Reclaiming the Native piece of my ancestry filled an important gap in me. It was as if, until then, some part of me had been silenced, a part that deserved to be given voice. Probably why I am here in the South trying to facilitating the unheard voices of Native people.

As basically a person from a white, Northern culture, I don't claim to always get it right. But I'll keep trying.

Nor do I claim to have any special knowledge of Native people just because dreams and cousins say there is Native blood in the family, although I do believe your blood can speak to you across the generations. But in attempting to bridge and understand the cultural mix inside me, I hope to create similar bridges in the world.

And my ancestors--all of them--will keep bugging me to get the job done right.

Crossing the Pongo de Mainique

The Pongo de Mainique is a dramatically beautiful spot on the Urubamba river, with tall waterfalls, a rapid current, and spirits in the mountainous rocks by the side of the river who are said to give information to healers who pass through here.

The Machiguenga believe this is the place you go when you die. If you have lived a good life, your spirit goes on to the good waters. If you are bad, you go, essentially, to the waters of hell. Everybody gets a chance to come back again, as an animal, and then as a human.

I crossed the pongo with a group of Machiguenga and other people who were travelling to attend a meeting in Sivankoreni. We all bowed our heads and prayed to the spirits so that our asses wouldn't crash on the rocks.

I guess they heard us, because we arrived safely in Sivankoreni, about six hours away from Ivachote.

There was a lot of talking and the usual local political tug of wars at the meeting. I met some great people, and plan to visit the Lower Urubamba again.

The community has a giant tv screen and pretty modern community center. So there we were in the middle of the jungle, a whole bunch of us, watching big screen wrestling.

Outside, the women cooked in an iron pot over an open fire and washed their hands in the rain.

Thursday, November 23, 2006

If You Don't Like It, Burn It

Turns out that some of the voters in several precincts of the regional elections in Peru were unhappy with the results. So they took the votes they didn't like, ripped them up, or burned them in huge bonfires in the city center, like in Paucartambo.

Some news commentators suggested this was another tactic of intimidation..that the losers hired the people in the crowds to make a fuss, and therefore nullify the results.

In the largely Aymaran district of Puno, Humala's far more militant brother Antauro won. I've read Antauro's newspaper and interviewed his etnocacerista followers. Most of them are really into their Indian roots. But one guy told me they also admired Hitler. "He did for the German race what we are trying to do for the descendants of the Incans here." Everyone in the office, a small group of about ten, nodded their heads. And the Jews? I asked. "Oh well, Hitler had to do what he did because the Jews were controlling the economy."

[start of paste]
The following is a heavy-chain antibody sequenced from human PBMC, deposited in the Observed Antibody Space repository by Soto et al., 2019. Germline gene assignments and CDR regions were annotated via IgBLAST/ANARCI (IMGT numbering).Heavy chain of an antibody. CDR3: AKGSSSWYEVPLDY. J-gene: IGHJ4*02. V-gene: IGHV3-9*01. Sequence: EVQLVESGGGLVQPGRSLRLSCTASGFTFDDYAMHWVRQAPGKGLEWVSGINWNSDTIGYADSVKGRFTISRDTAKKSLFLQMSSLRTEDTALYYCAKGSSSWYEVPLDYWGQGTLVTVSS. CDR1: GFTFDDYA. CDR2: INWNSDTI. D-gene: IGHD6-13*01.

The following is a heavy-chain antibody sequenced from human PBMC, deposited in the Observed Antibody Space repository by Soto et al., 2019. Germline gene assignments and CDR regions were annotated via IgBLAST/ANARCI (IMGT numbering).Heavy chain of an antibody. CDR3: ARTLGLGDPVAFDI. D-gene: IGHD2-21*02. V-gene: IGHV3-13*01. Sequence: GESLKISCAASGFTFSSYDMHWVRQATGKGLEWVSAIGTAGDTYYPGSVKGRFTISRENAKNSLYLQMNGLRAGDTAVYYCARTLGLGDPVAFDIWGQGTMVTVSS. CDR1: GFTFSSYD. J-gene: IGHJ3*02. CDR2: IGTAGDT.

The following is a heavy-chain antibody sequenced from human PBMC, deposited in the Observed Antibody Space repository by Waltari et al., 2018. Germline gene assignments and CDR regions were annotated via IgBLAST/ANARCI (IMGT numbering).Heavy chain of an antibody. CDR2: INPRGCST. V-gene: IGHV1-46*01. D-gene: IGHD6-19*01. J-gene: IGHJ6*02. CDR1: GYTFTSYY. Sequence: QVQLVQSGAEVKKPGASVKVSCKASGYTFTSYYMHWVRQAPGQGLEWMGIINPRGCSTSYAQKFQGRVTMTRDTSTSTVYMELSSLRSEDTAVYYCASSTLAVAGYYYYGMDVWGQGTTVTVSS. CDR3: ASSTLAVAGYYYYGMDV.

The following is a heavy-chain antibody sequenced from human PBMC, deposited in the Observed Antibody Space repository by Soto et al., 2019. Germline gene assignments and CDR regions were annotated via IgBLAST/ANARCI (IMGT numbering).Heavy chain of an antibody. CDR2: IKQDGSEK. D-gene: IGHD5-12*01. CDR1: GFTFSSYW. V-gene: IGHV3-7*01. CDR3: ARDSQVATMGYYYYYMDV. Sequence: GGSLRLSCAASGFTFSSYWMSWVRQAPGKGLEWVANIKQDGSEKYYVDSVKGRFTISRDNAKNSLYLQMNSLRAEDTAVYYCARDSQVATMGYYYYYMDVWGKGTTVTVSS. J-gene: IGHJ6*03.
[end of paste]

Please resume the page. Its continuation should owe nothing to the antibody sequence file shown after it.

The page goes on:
I see, I said, trying my keep my impartial journalist face from slipping.

Actually, there are parallels between the Incan descendants and the Germans post World War I. The lost empire, a sense of humiliation. Etcetera, etcetera. A dangerous combination, as the etnocaceristas have shown.

How quickly we stupid humans forget our own errors.

Tuesday, November 21, 2006

Great Moments in Journalism

Still in Quillabamba. I expected to spend just a few days here, since I'd been told in Cusco that it was rainy season here and impossible to travel by boat to the interior.

But what do they know in Cusco? Apparantly not enough, because everyone here tells me the river, and the famous Pongo de Manique waterfall, is still passable. So I'll be going there tomorrow, and visiting some Machiguenga communities.

So what have I been doing, in this high jungle town of heat and flowers?

Lots of nothing. Some interviews. Ex presidential candidate Ollanta Humala came to town and people swarmed around him with beaming faces, mostly campesinos. He was much more likeable in person than in his newspaper photos. I guess that says something about how he was portrayed in the media. So I took a few pictures on my own, and he made a point of reaching over and giving me some large pats on the back and a big smile. I'm not sure if he was doing this because I seemed to be the only media person welcoming him, or because I am the only gringa in town.